Published: April 7, 2020
An illustration of Mars' atmosphere escaping into space during a solar storm.

Mars' atmosphere escapes into space during a solar storm. (Credit: NASA Goddard Space Flight Center)

This release was adapted from an announcement published by NASA. See the original story here

A CU Boulder researcher studying how Mars lost much of its water and atmosphere over billions of years has received one of NASA’s most prestigious awards for early-career scientists.

Mike Chaffin

Mike Chaffin

This week, NASA selected Mike Chaffin and five other researchers to receive funding through the Planetary Science Early Career Award (ECA) program, which supports outstanding early-career individuals and allows them to play an increasing role in the planetary science community. The ECA program is new to the Planetary Science Division (PSD) and is the successor to PSD’s former Early Career Fellowship program.

“Receiving the award is a huge honor, and totally unexpected,” said Chaffin, who earned his PhD at CU Boulder in 2014 and is now a research associate at the Laboratory for Atmospheric and Space Physics at CU Boulder. “I'm really excited to put the funds to use and continue to support my graduate students in their excellent work.”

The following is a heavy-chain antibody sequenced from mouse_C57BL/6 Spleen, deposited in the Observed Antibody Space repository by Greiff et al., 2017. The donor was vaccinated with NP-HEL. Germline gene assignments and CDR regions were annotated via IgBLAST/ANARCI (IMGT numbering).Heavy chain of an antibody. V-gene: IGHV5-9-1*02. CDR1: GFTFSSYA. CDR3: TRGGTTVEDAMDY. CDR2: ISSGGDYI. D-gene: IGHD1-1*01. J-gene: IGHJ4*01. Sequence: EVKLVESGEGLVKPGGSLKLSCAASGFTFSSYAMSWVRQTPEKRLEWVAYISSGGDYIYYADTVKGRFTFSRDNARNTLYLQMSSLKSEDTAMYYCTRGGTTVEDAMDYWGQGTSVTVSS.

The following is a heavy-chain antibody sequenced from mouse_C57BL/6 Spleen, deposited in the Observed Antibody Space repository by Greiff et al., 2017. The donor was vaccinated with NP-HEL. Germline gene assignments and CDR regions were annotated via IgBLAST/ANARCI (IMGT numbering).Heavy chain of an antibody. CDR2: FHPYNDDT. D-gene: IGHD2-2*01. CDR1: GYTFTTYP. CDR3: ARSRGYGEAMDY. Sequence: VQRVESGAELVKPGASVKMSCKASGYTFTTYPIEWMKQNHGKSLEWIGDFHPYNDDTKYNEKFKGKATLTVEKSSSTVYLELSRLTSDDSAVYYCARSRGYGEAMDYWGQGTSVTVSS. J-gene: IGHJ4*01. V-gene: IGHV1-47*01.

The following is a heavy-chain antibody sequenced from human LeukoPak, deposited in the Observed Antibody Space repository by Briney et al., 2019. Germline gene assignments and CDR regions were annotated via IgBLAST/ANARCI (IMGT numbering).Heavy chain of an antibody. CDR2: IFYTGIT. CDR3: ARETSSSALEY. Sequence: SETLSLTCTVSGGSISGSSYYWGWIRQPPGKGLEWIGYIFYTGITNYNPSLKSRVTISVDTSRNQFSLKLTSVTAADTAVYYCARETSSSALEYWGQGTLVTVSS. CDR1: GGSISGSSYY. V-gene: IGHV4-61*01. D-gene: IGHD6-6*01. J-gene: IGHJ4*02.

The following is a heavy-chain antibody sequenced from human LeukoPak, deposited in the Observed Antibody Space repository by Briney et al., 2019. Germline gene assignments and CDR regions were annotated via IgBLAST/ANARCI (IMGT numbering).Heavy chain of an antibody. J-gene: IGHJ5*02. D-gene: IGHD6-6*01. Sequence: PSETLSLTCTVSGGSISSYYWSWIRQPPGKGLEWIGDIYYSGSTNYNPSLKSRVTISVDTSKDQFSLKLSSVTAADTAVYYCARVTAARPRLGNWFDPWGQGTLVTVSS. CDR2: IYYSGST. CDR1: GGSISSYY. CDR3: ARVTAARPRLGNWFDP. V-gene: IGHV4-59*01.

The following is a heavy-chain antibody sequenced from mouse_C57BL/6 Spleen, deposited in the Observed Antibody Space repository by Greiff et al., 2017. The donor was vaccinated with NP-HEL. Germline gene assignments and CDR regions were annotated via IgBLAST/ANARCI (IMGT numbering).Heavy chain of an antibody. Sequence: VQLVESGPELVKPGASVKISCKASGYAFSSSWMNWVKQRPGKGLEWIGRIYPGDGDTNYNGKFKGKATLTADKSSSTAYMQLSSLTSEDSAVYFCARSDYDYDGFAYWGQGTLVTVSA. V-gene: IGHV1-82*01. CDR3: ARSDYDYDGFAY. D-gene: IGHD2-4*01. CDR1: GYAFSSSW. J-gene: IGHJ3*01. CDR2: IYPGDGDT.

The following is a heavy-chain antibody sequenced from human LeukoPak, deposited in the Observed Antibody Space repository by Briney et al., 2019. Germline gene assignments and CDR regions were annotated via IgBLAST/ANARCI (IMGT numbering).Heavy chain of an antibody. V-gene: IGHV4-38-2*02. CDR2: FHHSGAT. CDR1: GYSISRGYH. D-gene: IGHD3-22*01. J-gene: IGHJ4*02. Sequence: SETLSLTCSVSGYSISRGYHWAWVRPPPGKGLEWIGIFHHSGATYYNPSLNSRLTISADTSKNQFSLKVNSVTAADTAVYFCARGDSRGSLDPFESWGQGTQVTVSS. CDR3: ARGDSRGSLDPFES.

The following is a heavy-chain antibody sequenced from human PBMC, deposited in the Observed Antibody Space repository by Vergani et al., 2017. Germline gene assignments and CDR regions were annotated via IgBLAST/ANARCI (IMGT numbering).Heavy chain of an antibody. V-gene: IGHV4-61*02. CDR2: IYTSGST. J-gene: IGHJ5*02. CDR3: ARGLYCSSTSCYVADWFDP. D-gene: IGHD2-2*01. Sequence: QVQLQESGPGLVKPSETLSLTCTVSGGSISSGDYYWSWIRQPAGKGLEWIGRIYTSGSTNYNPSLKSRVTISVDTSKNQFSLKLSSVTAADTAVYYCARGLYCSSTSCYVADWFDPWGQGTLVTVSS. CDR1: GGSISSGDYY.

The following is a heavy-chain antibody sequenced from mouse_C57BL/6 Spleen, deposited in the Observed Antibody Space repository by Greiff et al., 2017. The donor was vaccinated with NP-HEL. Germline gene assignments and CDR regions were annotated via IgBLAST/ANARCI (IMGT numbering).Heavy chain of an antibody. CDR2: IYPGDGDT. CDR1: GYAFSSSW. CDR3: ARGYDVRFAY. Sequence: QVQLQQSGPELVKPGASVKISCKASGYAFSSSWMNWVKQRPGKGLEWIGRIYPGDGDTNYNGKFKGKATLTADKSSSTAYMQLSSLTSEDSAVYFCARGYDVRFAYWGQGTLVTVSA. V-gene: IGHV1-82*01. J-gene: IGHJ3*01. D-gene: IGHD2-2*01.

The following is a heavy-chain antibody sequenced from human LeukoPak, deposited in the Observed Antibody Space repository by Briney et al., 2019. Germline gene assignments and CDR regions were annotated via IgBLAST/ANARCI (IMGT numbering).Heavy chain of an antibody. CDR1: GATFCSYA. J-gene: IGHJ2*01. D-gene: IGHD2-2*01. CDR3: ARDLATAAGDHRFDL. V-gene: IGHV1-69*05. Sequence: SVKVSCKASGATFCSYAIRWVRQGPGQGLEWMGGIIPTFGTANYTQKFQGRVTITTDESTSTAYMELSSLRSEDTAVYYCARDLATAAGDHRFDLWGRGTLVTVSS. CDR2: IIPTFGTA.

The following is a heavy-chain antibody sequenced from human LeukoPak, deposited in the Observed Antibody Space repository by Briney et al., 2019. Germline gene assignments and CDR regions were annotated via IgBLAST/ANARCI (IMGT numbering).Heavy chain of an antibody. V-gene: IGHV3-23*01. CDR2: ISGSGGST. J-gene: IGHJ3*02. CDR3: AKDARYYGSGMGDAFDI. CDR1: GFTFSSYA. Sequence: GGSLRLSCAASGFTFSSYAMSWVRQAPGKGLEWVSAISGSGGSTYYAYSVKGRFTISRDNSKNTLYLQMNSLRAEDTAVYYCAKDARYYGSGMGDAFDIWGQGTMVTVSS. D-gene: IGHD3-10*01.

Chaffin’s research seeks to understand the evolution of planetary atmospheres in our solar system, and funding from the ECA program will allow him to conduct a new series of studies to explore processes that affect hydrogen loss from the Martian atmosphere. The ECA funding will also allow for the development of interactive planetary science courses to be used for both the students at CU Boulder studying planetary science as well as the general public.

The goal of the ECA program is to advance the research and professional development of exceptional early-career scientists by granting up to $200,000 to each of the selected scientists. These awards will allow the promising individuals to continue their work and meaningfully contribute to the planetary science community.

“At NASA, we know how important this new program is to the early-career scientists in our community, and to the future of planetary science as a whole,” said Shoshana Weider, ECA program lead. “We had excellent candidates this year, and I’m excited to see what these six principal investigators will achieve in the next stages of their careers.”

Chaffin also hopes to explore how planets lose not just air, but also their oceans. A large percentage of the Red Planet’s surface, he explained, may have been covered by water roughly 4 billion years ago. 

Nick Schneider, a professor in the Department of Astrophysical and Planetary Sciences at CU Boulder and LASP, was not surprised by the honor.

“It’s been a great pleasure to work with Mike since he was a graduate student,” Schneider said. “His creativity and hard work have caused a paradigm shift in the study of Mars’ atmosphere, and it’s wonderful to see his potential recognized by NASA.”